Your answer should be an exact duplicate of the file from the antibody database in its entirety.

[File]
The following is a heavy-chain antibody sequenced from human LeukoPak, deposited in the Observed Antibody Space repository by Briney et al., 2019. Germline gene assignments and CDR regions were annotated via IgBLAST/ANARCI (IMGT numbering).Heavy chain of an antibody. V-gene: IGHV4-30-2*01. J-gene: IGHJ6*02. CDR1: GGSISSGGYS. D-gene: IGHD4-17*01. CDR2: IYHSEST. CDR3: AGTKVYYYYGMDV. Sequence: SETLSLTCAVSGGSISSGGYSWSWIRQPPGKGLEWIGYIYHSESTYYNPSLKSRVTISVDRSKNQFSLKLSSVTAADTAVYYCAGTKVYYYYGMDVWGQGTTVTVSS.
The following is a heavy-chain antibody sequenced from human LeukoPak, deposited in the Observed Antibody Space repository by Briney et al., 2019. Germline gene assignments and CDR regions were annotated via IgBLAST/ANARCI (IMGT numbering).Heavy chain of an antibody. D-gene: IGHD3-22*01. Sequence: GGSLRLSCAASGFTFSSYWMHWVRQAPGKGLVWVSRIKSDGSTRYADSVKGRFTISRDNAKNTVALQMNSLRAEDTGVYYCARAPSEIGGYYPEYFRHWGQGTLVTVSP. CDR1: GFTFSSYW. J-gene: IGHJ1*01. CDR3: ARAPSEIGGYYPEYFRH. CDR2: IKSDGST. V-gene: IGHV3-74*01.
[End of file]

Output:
The following is a heavy-chain antibody sequenced from human LeukoPak, deposited in the Observed Antibody Space repository by Briney et al., 2019. Germline gene assignments and CDR regions were annotated via IgBLAST/ANARCI (IMGT numbering).Heavy chain of an antibody. V-gene: IGHV4-30-2*01. J-gene: IGHJ6*02. CDR1: GGSISSGGYS. D-gene: IGHD4-17*01. CDR2: IYHSEST. CDR3: AGTKVYYYYGMDV. Sequence: SETLSLTCAVSGGSISSGGYSWSWIRQPPGKGLEWIGYIYHSESTYYNPSLKSRVTISVDRSKNQFSLKLSSVTAADTAVYYCAGTKVYYYYGMDVWGQGTTVTVSS.
The following is a heavy-chain antibody sequenced from human LeukoPak, deposited in the Observed Antibody Space repository by Briney et al., 2019. Germline gene assignments and CDR regions were annotated via IgBLAST/ANARCI (IMGT numbering).Heavy chain of an antibody. D-gene: IGHD3-22*01. Sequence: GGSLRLSCAASGFTFSSYWMHWVRQAPGKGLVWVSRIKSDGSTRYADSVKGRFTISRDNAKNTVALQMNSLRAEDTGVYYCARAPSEIGGYYPEYFRHWGQGTLVTVSP. CDR1: GFTFSSYW. J-gene: IGHJ1*01. CDR3: ARAPSEIGGYYPEYFRH. CDR2: IKSDGST. V-gene: IGHV3-74*01.